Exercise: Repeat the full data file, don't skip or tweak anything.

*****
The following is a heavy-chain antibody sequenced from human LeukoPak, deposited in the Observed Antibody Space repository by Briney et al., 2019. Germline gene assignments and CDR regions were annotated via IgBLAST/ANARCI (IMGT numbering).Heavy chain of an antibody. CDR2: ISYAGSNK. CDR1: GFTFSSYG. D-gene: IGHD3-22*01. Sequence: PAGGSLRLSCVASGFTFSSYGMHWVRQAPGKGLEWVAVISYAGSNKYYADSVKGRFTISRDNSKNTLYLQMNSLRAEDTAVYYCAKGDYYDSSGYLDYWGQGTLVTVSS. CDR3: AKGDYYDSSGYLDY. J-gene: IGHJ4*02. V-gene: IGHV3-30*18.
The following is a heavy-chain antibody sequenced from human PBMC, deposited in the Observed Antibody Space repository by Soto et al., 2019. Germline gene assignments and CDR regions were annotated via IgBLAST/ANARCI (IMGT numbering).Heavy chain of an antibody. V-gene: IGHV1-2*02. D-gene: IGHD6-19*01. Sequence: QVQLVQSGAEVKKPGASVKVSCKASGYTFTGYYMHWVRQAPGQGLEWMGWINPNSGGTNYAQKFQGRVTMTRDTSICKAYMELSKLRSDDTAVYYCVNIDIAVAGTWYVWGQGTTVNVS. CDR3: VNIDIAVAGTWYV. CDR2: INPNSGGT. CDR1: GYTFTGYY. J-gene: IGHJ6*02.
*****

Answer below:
The following is a heavy-chain antibody sequenced from human LeukoPak, deposited in the Observed Antibody Space repository by Briney et al., 2019. Germline gene assignments and CDR regions were annotated via IgBLAST/ANARCI (IMGT numbering).Heavy chain of an antibody. CDR2: ISYAGSNK. CDR1: GFTFSSYG. D-gene: IGHD3-22*01. Sequence: PAGGSLRLSCVASGFTFSSYGMHWVRQAPGKGLEWVAVISYAGSNKYYADSVKGRFTISRDNSKNTLYLQMNSLRAEDTAVYYCAKGDYYDSSGYLDYWGQGTLVTVSS. CDR3: AKGDYYDSSGYLDY. J-gene: IGHJ4*02. V-gene: IGHV3-30*18.
The following is a heavy-chain antibody sequenced from human PBMC, deposited in the Observed Antibody Space repository by Soto et al., 2019. Germline gene assignments and CDR regions were annotated via IgBLAST/ANARCI (IMGT numbering).Heavy chain of an antibody. V-gene: IGHV1-2*02. D-gene: IGHD6-19*01. Sequence: QVQLVQSGAEVKKPGASVKVSCKASGYTFTGYYMHWVRQAPGQGLEWMGWINPNSGGTNYAQKFQGRVTMTRDTSICKAYMELSKLRSDDTAVYYCVNIDIAVAGTWYVWGQGTTVNVS. CDR3: VNIDIAVAGTWYV. CDR2: INPNSGGT. CDR1: GYTFTGYY. J-gene: IGHJ6*02.